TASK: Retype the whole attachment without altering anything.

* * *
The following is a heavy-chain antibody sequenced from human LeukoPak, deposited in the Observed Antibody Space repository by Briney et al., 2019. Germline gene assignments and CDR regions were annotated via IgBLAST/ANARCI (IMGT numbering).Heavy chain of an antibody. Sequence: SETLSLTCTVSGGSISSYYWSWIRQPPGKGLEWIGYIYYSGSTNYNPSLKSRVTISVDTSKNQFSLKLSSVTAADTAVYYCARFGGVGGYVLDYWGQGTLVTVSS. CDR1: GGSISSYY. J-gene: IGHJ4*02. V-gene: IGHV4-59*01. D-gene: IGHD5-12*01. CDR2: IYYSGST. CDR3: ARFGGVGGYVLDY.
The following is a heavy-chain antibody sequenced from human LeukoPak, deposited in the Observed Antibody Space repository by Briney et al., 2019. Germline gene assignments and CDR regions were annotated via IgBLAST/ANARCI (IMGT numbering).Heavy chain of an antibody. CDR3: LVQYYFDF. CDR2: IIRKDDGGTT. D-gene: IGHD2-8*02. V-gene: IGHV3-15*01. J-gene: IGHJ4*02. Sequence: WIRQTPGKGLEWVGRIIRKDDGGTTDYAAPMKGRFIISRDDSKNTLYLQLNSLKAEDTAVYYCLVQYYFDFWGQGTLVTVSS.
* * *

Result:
The following is a heavy-chain antibody sequenced from human LeukoPak, deposited in the Observed Antibody Space repository by Briney et al., 2019. Germline gene assignments and CDR regions were annotated via IgBLAST/ANARCI (IMGT numbering).Heavy chain of an antibody. Sequence: SETLSLTCTVSGGSISSYYWSWIRQPPGKGLEWIGYIYYSGSTNYNPSLKSRVTISVDTSKNQFSLKLSSVTAADTAVYYCARFGGVGGYVLDYWGQGTLVTVSS. CDR1: GGSISSYY. J-gene: IGHJ4*02. V-gene: IGHV4-59*01. D-gene: IGHD5-12*01. CDR2: IYYSGST. CDR3: ARFGGVGGYVLDY.
The following is a heavy-chain antibody sequenced from human LeukoPak, deposited in the Observed Antibody Space repository by Briney et al., 2019. Germline gene assignments and CDR regions were annotated via IgBLAST/ANARCI (IMGT numbering).Heavy chain of an antibody. CDR3: LVQYYFDF. CDR2: IIRKDDGGTT. D-gene: IGHD2-8*02. V-gene: IGHV3-15*01. J-gene: IGHJ4*02. Sequence: WIRQTPGKGLEWVGRIIRKDDGGTTDYAAPMKGRFIISRDDSKNTLYLQLNSLKAEDTAVYYCLVQYYFDFWGQGTLVTVSS.